(At the same time, Knight argues that the latest generation of fire tube boilers are also easy to repair. “With no refractory metals being used in modern boilers, repairing or replacing damaged parts is easier and more cost-effective.”)
The impact of water quality clearly has a profound impact on the lifespan of all types of boiler. To help addressthis risk, Babcock Wanson offers an extended corrosion warranty, on condition that water treatment is conducted by the company. Says Horsley: “We’ll do your water treatment and we’ll guarantee you will have no corrosion failures. We provide the customer with a digital app. Every day, the customer tests the water and enters the figures, and we feed back the results to adjust the water treatment accordingly. It’s a simple system that is proven to provide excellent results over many years.”
Existing safety requirements may work against coil steam generators’ natural advantages. Knight explains: “Typically, boilers tend to be oversized, and when they’re oversized, it means they are likely to be cycling a lot. The burners will switch off and switch back on again, and this can occur many, many times a day.
“Legislation requires that when boiler equipment is restarted, it must purge the combustion chamber for safety reasons. If you do that many, many hundred times a day, a lot of cold air is being blown through the boiler, which effectively cools it. Every time you do that, you lose energy up the chimney.”
An approach to address this issue which is gathering traction in the industry is to enable a high turn-down capability in rapid steam generators. In this scenario, rather than shutting down and cycling the steam generator, it is instead operated at minimal load during low demand periods. The potential savings are significant.
He adds: “When you talk about turn-down, the efficiency gains can be massive. We’ve seen areas where the fuel savings have been more like 22-25% because of turn-down, because the boiler doesn’t actually switch off. When the load diminishes, the boiler ramps down and the boiler can sit at that low rate for long periods. As the steam load appears on the system, it can rapidly modulate to full fire to meet that load. The boiler will still switch off at times, but instead of switching off up to say 150 times a day it may only switch off five or 10 times a day,” adds Knight.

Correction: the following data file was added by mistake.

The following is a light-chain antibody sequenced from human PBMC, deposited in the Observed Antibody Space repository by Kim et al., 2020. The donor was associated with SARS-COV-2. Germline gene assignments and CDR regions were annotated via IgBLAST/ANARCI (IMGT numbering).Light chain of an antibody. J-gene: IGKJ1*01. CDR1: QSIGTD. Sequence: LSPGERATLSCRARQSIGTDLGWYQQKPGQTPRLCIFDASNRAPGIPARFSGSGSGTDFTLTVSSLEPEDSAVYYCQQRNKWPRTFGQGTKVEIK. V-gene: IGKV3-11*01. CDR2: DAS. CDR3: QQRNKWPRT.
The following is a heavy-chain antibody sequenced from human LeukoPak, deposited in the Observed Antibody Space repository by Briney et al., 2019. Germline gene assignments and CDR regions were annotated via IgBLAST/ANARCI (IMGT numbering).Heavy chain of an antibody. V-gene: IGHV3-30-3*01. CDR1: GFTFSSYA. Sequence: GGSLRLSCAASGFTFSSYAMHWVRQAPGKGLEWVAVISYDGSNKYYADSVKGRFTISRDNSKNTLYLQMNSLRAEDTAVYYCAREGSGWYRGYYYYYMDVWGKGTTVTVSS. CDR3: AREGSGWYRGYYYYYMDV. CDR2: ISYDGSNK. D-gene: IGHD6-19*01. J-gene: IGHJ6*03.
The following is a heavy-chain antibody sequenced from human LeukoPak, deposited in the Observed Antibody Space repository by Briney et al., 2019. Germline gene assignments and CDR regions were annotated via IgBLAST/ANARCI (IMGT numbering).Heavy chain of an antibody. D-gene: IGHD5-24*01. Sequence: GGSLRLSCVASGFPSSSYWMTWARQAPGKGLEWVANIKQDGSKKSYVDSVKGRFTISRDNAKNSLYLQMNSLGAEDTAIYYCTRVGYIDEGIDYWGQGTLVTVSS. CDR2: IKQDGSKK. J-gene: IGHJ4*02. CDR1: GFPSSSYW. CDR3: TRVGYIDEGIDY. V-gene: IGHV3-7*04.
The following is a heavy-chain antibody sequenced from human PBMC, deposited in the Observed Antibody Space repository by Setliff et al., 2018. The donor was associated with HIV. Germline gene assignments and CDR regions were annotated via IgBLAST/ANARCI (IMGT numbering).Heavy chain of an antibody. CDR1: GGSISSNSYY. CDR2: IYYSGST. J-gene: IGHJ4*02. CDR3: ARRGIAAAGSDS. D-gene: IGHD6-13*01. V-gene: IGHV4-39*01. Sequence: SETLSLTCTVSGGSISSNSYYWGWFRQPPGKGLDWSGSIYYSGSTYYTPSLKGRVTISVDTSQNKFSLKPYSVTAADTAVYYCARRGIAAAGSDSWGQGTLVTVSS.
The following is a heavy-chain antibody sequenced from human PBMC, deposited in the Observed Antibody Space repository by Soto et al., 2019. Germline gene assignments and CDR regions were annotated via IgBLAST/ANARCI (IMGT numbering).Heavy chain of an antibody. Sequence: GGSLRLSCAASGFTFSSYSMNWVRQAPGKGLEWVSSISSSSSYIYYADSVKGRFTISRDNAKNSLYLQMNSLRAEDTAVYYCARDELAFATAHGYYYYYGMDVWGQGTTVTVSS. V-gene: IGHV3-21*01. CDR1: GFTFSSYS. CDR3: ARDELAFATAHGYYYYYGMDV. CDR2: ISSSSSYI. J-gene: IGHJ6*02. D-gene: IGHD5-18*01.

This potential efficiency gain is further emphasised by Knight, who says: “For example, there’s a project in South Wales where a burner manufacturer has been called in to upgrade some burners on some very large boilers. They’ve managed to achieve an eight-to-one turn-down ratio, and the savings have been nearly a quarter of a million pounds a year.”
He adds: “The movement going forward is to increase turn-down ratio. It’s to get the boilers to run with more digitalization so you can interrogate them from a distance; that’s the way we’re moving now.”
Indeed, the emergence of digital controls is also having a profound effect on the performance of rapid steam generators. As Horsley says: “With the drive of automation, all boilers these days are bristling with electronics, whether it’s a fire tube boiler or a coil steam generator.”
The array of sensors and controls is not only improving efficiency and turn-down capabilities, but is also helping to control emissions, another key driver in the development of coil steam generators.
Late last year, the Medium Combustion Plant Directive (MCPD) became law in Europe, stipulating stringent emissions limits of NOx and SOx (see also www.is.gd/jovexe). This meant considerably better sophistication in control of combustion in burner systems over 1 MW. Knight explains: “Mostly it’s through design of circulation and design changes to the burner, the way you control the flame in the burner to get the NOx levels below a hundred milligrams. It’s about driving up efficiency and driving down emissions.”
Reflecting these trends, last year Fulton introduced its VSRT vertical steam boiler, which boasts turn-down rates of up to 10:1 and what it calls a unique design using a spiral-rib heat exchanger to improve efficiency and durability.
“The low-emissions requirement, turn- down, flexibility and sophistication of the controls, how you manage them more precisely: those are trends that we’re expecting to see more of,” says Knight.
He adds: “Some of our customers want the very cheap and cheerful boilers that last, and they don’t all want sophistication. But it’s a trend that we’re certainly seeing. In terms of the larger systems above one megawatt, there is legislation. MCPD demands low NOx levels.”
Looking ahead, it is clear that all types of boilers and steam generators are becoming more sophisticated and more controllable. As Horsley observes: “It’s all about automation, turning the plant off when you don’t need to use it, turning it on quickly and safely when you do; matching the steam generation to the process needs as close as you can.”
While there are evident commercial and environmental benefits, smarter steam generators place greater demand on smarter operators too. As Horsley concludes: “For operations engineers, the important thing these days is that boilers are getting quite complex. Training is key now in terms of cost saving.”
BOX OUT: New steam generator training now available
The Boiler Operator Accredited Scheme (BOAS) training has been expanded in a new category 5, for steam generators. Training is at two levels: steam generator operator and engineer/manager. The one-day coil boiler class for operators is now being organised by Babcock Wanson (www.is.gd/uneluv). A three-day engineer/manager course is being organised. More information: www.is.gd/keneso